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Radiation therapists play an important role as they assist with oncology teams.
Radiation therapists have a specialized role since they usually only work with radiation therapy. At first, this may give the impression radiation therapists do not need as much medical training as other health science professionals, but this is not the case.
Learning radiation therapy is extensive. Not only is there a great deal of information to learn, but the equipment used in radiation therapy is life-threatening if it is administered incorrectly. Before joining any oncology team, radiation therapists must spend years training and getting all the necessary licenses and certifications.
As a radiation therapist, it is important to stay up to date with the latest medical advancements. Radiation therapists spend much of their career receiving new certification and learning new techniques to treat cancer and tumors. As of writing, the main piece of medical equipment radiation therapists use is a linear accelerator (LINAC).
Most radiation therapists work in hospitals and outpatient healthcare centers, although some are employed in other locations, such as a physician office. Because of how much technology has advanced in recent years, radiation therapists are highly sought after. More patients are being treated for conditions that previously were believed to be incurable, so there is a significant demand for more radiation therapists.
Radiation therapists are always part of an oncology team, which means they work alongside other specialized healthcare professionals. Some other professionals commonly found on an oncology team include specialized nurses, oncologists and medical physicists. While radiation therapists help their team throughout treatment, their main job is to administer radiation therapy.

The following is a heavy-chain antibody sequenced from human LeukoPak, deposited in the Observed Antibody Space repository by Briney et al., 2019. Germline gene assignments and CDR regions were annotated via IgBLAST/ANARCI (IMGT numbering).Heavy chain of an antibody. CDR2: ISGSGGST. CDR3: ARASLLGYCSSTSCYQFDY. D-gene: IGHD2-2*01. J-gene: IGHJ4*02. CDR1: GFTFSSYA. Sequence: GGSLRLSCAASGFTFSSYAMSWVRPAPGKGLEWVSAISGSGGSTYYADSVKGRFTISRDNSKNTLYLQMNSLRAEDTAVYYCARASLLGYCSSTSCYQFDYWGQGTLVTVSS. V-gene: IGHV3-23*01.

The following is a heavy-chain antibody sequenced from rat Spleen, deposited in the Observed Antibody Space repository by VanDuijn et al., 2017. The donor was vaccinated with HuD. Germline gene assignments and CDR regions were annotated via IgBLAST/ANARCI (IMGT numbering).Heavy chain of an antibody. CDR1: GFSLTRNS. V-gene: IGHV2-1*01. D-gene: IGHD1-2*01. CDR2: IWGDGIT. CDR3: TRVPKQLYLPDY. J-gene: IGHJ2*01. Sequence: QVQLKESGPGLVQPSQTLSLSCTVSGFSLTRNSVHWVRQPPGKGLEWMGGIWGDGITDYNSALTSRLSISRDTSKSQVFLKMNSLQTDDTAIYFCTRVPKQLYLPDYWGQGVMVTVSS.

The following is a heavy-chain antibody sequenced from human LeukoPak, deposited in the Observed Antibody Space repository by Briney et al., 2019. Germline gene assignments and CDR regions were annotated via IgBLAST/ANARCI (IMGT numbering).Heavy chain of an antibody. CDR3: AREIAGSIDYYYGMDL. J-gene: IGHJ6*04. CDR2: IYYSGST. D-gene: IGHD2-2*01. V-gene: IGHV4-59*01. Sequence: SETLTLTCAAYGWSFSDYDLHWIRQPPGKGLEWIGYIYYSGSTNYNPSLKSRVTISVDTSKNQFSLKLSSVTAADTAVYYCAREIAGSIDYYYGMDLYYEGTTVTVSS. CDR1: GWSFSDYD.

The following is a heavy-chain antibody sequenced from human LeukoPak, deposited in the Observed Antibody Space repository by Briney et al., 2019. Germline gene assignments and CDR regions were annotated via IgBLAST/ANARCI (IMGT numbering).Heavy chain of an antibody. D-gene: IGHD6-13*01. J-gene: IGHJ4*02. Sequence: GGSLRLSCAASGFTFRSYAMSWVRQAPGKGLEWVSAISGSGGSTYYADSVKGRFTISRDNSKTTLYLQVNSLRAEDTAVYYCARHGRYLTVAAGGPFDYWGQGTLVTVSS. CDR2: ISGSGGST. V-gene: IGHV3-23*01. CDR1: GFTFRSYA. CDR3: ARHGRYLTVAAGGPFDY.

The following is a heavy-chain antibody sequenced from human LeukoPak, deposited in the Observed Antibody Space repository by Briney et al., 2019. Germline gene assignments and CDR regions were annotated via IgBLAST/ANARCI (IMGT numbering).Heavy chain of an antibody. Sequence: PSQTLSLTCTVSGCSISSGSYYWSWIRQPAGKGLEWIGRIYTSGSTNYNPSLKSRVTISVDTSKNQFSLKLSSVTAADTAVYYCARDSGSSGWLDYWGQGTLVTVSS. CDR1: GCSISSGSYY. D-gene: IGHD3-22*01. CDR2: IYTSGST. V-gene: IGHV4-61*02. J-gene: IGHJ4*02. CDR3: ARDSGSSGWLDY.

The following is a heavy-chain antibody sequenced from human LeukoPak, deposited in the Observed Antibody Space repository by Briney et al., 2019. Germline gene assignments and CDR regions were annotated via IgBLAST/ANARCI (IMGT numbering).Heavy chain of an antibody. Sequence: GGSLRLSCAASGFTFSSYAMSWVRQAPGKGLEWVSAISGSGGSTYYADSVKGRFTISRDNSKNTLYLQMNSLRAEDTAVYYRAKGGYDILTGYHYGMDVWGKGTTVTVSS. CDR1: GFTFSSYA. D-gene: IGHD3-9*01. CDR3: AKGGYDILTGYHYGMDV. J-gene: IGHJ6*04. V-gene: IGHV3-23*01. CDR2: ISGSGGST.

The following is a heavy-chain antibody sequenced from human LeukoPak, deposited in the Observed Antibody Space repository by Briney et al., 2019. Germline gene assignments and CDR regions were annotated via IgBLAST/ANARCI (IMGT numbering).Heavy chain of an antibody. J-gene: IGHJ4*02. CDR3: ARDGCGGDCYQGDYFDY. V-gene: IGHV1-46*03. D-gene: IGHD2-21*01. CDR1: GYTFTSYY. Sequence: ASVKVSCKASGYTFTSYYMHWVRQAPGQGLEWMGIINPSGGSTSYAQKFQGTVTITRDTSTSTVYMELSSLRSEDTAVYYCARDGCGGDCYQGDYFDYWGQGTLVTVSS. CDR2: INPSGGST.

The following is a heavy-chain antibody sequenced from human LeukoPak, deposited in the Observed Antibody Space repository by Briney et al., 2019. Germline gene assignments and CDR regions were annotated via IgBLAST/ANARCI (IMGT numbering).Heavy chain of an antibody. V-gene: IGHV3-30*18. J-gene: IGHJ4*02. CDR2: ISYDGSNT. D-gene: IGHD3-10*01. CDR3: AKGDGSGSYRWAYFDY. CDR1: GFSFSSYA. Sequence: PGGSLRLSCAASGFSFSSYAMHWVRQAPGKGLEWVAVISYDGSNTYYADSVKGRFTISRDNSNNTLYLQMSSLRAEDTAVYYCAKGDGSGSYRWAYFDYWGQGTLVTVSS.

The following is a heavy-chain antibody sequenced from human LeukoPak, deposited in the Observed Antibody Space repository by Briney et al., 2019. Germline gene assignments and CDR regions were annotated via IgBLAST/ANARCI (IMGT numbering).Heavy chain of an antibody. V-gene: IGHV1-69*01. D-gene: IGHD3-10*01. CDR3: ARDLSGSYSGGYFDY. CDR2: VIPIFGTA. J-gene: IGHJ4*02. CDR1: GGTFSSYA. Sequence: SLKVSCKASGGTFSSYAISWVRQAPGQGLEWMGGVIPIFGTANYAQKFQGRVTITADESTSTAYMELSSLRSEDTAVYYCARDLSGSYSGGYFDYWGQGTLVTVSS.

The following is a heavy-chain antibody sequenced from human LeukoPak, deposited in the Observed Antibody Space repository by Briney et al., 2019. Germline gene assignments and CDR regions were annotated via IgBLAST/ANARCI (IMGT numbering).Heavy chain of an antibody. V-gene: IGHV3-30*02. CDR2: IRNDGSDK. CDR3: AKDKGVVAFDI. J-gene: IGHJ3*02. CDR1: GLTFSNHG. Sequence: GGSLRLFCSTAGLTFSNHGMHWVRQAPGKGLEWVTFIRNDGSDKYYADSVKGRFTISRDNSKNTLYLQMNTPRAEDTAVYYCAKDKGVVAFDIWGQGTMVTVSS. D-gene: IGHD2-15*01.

Before a radiation therapist comes up with a treatment plan, he or she must meet with the patient. Working alongside patients is stressful for many radiation therapists. If you want to pursue a career as a radiation therapist, you must be prepared to face difficult situations and provide a proper bedside manner.
Radiation therapists must practice discussing sensitive subjects in a professional manner without coming off as cold or uncaring towards a patient. They must inspire confidence to help make the patient feel safe and better about their odds.
After consulting with the patient, the radiation therapist reconvenes with the oncology team to come up with a treatment plan. Radiation therapists use different medical equipment to deliver small doses of radiation to treat cancerous tumors. Radiation therapists must be comfortable operating several large pieces of medical equipment. Even the smallest error can lead to serious consequences for the patient.
Once the treatment is complete, radiation therapists must follow up with the patient and ensure all the treatment information is properly recorded and provided to other members of the oncology team.
All students interested in pursuing a career in radiation therapy must get the proper certification and degrees. At minimum, students must have either an associate or bachelor’s degree in radiation therapy. Some hospitals accept radiation therapists who only have certification as a radiation therapist, but typically these applicants must have some previous medical experience.